Pokémon: The First Movie, Is Even Deeper than You Thought

Photo Credit: Polygon

J Engels

Staff Writer


(Warning: Spoilers ahead for Pokémon: The First Movie)

When I was a kid, I was utterly enchanted by the stunning visual design of Pokémon: the First Movie. Even with  the sometimes clunky 90s effects, the artistry of the  film- its dreamy pastel color palettes, fantastical settings,  and the graphic, fluid motion of the animation- captured my imagination. And although the film’s aesthetic beauty is something that upon revisiting it I continue to appreciate, it’s the film’s meaning that, as an older viewer, particularly resonates with me in a way it didn’t back then.

On the surface level, the message of the film is a simple one, easily grasped by children; that fighting and bitterness only leads to destruction (as illustrated by a scene  at the end of the movie where Pokémon are forced, against their nature, to fight their own clones.) However, this is only one layer of meaning that can be found in the film; deeper still, there’s another level, a meditation on what identity means and how much, if any of it, is owed to “the circumstances of one’s birth.”

Identity is explored primarily through MewTwo, who serves as the film’s central antagonist (though he gets redeemed by the end.) MewTwo, created by humans to be the “ultimate” Pokémon, comes into being unnaturally- which puts him in the unique  position of being led to question his existence rather than accepting it. Among other things, he wonders: am I only alive to be used as a tool by others?

The power in MewTwo’s predicament lies in the fact that, in asking these questions about his purpose, he is also questioning the authorities who would control him. He does not blindly trust humans, but rather doubts their intentions. And sure, that questioning comes with its consequences- mainly, that MewTwo feels resentful towards humanity- but it also comes with a kind of freedom.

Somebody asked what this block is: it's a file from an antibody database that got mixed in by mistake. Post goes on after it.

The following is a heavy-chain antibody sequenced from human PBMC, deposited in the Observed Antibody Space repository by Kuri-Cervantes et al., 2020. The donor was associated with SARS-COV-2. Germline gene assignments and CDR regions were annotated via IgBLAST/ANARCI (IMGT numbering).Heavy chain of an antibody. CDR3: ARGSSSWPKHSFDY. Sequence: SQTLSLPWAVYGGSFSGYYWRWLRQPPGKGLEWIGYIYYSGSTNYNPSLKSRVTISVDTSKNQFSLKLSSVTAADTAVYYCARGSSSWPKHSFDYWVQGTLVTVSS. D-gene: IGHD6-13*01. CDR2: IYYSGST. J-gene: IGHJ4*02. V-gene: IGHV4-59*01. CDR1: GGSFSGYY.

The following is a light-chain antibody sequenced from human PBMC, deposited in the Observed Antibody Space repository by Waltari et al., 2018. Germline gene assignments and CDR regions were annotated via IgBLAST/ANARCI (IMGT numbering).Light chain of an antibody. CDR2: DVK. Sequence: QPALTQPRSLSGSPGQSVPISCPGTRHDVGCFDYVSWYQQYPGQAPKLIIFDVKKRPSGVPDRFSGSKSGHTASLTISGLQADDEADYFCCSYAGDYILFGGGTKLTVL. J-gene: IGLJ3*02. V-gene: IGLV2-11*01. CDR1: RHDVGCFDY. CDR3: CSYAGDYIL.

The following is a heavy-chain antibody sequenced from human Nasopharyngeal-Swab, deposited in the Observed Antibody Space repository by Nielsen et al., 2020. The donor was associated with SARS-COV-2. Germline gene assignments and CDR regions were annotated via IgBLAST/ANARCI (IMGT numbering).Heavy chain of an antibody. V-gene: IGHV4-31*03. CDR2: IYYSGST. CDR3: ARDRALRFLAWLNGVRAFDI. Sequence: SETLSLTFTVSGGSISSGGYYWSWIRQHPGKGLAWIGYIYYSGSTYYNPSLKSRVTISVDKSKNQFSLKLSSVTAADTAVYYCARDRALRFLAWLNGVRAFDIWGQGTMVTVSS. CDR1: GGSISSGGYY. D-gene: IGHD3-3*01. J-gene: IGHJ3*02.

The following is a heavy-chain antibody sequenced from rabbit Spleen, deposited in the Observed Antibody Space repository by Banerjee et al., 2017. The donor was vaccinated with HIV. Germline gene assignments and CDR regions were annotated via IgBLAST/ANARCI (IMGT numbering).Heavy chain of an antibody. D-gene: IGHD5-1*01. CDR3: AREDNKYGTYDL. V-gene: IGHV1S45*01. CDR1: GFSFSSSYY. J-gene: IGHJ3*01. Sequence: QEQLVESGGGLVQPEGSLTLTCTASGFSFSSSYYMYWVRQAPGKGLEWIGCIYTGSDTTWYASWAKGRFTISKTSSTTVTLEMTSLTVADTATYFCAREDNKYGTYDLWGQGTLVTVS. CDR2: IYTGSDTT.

Liberated in his refusal to fulfill a role for others, MewTwo is determined to discover his own life’s purpose. The reason it doesn’t go smoothly, at first, is because he tries to do that alone. Throughout the film he views identity as this kind of quest that he has to take on himself, and views anyone that stands in the way- human and Pokémon alike- as enemies.

It isn’t until the end of the movie, after MewTwo has witnessed the bond between Ash and Pikachu, that MewTwo has a change of heart. The movie frames the scene where Pikachu is able to bring Ash back to life by crying as a testament to the power of friendship. In the context of MewTwo’s personal struggle, however, I see it more as the movie’s way of providing an example of the profound positive impact that being treated as an equal can have on a being’s psychology.

Without getting into the logistics of the power dynamics between human and Pokémon (a topic which could serve as an entire essay itself) what Ash and Pikachu have is essentially a partnership. Ash is proof that the humans we see at the beginning of the movie- who MewTwo perceives are taking advantage of him- do not represent all humans. More importantly, Ash is proof that humans are capable of treating Pokémon with kindness, and that doing so can actually strengthen their sense of self.

The relationship between Pokémon and human, then, can be seen as a metaphor for an individual’s relationship to society. We certainly should not, the movie seems to argue, allow our relationship to society to be one of codependency- one in which we forfeit control over our own identity and let the people in power dictate to us how we should feel and what we should do with our life. At the same time, to shun human connection entirely (as MewTwo does) is to deny ourselves access to perspectives outside of our own, which can lead to harmful thinking and actions (MewTwo luring the humans to a trap and pitting Pokémon against each other).

Rather, the solution the movie presents us with is a society in which there is a balance of self reflection and meaningful social relationships-  a society in which people are encouraged to both think for themselves, and  empathize with each other. In the end, MewTwo’s story isn’t only triumphant because Mewtwo reclaims his identity, it’s triumphant because  he finally has all the tools he needs TO reclaim that identity; namely,  the companionship of like minded beings (Mew and the pokemon clones) as well as the time and freedom to think on what kind of being he wants to choose to be.

Of course, a lot of trouble could have been avoided  if MewTwo had only had these things in the first place, but the movie makes a point that lamenting what you don’t have is counterproductive; no matter what life throws at us or what mistakes we make, our lives and  our identities are our own,  and each of us has a right to demand what we need from society to make it work for us.

Call me biased for having a nostalgic attachment to this film, but for a kid’s movie I’d say that’s pretty damn philosophical.


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